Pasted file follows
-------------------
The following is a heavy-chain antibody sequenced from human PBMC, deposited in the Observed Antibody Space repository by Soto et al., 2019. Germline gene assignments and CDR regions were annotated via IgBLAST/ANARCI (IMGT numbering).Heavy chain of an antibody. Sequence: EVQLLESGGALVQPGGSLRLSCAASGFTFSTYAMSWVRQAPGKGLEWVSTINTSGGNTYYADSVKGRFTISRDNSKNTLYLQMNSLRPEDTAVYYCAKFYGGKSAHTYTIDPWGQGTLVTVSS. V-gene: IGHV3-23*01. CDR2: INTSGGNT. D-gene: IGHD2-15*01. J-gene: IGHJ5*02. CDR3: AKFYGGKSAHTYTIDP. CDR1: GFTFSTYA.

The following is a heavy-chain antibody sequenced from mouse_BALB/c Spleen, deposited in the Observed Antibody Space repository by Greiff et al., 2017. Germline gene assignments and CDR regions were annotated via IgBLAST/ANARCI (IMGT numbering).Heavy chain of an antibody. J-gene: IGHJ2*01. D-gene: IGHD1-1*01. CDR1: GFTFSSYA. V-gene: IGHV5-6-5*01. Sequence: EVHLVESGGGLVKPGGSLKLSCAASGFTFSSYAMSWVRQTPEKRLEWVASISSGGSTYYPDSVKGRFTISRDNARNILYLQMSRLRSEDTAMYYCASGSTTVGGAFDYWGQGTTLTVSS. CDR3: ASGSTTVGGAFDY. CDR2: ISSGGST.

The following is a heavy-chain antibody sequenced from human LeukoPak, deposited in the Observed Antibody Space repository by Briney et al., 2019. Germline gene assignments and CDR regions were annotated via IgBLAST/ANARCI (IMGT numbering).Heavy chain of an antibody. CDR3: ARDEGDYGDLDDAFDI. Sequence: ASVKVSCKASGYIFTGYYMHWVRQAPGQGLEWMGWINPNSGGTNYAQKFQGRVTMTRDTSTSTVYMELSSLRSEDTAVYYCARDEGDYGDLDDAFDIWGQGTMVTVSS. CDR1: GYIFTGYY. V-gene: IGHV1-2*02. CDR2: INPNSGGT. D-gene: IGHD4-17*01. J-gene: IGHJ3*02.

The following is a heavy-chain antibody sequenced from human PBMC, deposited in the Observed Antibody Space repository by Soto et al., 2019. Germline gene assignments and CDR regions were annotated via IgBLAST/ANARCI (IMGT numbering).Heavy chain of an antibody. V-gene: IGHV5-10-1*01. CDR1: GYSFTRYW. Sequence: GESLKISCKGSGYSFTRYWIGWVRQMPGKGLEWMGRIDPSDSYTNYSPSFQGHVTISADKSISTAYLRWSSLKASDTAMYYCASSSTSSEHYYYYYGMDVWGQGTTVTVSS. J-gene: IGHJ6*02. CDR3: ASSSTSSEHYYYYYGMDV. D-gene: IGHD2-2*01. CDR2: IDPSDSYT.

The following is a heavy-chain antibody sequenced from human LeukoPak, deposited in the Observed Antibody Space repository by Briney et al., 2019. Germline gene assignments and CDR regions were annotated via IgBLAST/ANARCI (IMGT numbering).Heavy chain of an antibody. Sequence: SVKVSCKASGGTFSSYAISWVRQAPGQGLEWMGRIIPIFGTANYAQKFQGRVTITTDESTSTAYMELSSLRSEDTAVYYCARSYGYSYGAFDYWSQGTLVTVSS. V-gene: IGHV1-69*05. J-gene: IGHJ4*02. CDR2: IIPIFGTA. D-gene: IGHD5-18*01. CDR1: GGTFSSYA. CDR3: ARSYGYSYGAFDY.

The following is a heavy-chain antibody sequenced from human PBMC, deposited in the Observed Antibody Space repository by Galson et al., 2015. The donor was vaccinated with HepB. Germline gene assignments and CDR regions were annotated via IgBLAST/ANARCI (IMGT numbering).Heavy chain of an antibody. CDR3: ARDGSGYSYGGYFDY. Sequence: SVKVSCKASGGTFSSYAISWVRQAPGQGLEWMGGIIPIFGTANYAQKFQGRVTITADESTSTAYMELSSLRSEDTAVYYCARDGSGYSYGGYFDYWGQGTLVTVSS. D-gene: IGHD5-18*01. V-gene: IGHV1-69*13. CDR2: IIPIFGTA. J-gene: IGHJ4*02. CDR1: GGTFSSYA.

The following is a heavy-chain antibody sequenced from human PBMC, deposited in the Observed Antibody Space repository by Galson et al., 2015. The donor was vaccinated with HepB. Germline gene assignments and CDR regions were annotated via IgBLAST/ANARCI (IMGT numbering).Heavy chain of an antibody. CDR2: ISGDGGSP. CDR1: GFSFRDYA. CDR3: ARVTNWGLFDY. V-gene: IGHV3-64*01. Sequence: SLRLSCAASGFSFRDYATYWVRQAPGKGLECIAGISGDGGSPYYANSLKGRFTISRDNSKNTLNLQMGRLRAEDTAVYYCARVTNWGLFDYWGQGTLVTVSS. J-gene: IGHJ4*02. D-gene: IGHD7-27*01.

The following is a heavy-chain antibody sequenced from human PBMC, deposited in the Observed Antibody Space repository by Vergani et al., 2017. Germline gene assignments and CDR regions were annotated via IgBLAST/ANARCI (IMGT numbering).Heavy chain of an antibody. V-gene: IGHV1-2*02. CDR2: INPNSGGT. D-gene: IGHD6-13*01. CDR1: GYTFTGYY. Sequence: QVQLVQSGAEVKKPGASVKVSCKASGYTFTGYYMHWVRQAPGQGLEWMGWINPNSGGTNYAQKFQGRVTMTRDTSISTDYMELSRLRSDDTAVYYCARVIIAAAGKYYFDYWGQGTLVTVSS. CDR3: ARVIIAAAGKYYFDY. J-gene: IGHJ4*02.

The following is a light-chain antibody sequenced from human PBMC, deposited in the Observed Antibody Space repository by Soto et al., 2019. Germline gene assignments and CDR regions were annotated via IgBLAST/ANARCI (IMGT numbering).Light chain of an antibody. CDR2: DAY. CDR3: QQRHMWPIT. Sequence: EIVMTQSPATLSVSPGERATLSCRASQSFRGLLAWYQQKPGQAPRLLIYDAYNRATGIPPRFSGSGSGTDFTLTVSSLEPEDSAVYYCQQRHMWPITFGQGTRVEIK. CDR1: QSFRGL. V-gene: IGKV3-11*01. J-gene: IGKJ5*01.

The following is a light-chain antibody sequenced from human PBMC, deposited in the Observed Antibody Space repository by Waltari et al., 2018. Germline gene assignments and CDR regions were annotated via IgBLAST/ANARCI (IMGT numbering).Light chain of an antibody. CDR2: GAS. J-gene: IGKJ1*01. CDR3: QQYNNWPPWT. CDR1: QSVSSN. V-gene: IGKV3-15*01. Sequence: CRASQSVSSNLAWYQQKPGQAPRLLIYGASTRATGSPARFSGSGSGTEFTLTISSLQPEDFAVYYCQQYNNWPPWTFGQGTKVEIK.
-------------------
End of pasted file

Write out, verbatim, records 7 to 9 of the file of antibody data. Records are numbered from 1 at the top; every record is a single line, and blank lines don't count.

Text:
The following is a heavy-chain antibody sequenced from human PBMC, deposited in the Observed Antibody Space repository by Galson et al., 2015. The donor was vaccinated with HepB. Germline gene assignments and CDR regions were annotated via IgBLAST/ANARCI (IMGT numbering).Heavy chain of an antibody. CDR2: ISGDGGSP. CDR1: GFSFRDYA. CDR3: ARVTNWGLFDY. V-gene: IGHV3-64*01. Sequence: SLRLSCAASGFSFRDYATYWVRQAPGKGLECIAGISGDGGSPYYANSLKGRFTISRDNSKNTLNLQMGRLRAEDTAVYYCARVTNWGLFDYWGQGTLVTVSS. J-gene: IGHJ4*02. D-gene: IGHD7-27*01.

The following is a heavy-chain antibody sequenced from human PBMC, deposited in the Observed Antibody Space repository by Vergani et al., 2017. Germline gene assignments and CDR regions were annotated via IgBLAST/ANARCI (IMGT numbering).Heavy chain of an antibody. V-gene: IGHV1-2*02. CDR2: INPNSGGT. D-gene: IGHD6-13*01. CDR1: GYTFTGYY. Sequence: QVQLVQSGAEVKKPGASVKVSCKASGYTFTGYYMHWVRQAPGQGLEWMGWINPNSGGTNYAQKFQGRVTMTRDTSISTDYMELSRLRSDDTAVYYCARVIIAAAGKYYFDYWGQGTLVTVSS. CDR3: ARVIIAAAGKYYFDY. J-gene: IGHJ4*02.

The following is a light-chain antibody sequenced from human PBMC, deposited in the Observed Antibody Space repository by Soto et al., 2019. Germline gene assignments and CDR regions were annotated via IgBLAST/ANARCI (IMGT numbering).Light chain of an antibody. CDR2: DAY. CDR3: QQRHMWPIT. Sequence: EIVMTQSPATLSVSPGERATLSCRASQSFRGLLAWYQQKPGQAPRLLIYDAYNRATGIPPRFSGSGSGTDFTLTVSSLEPEDSAVYYCQQRHMWPITFGQGTRVEIK. CDR1: QSFRGL. V-gene: IGKV3-11*01. J-gene: IGKJ5*01.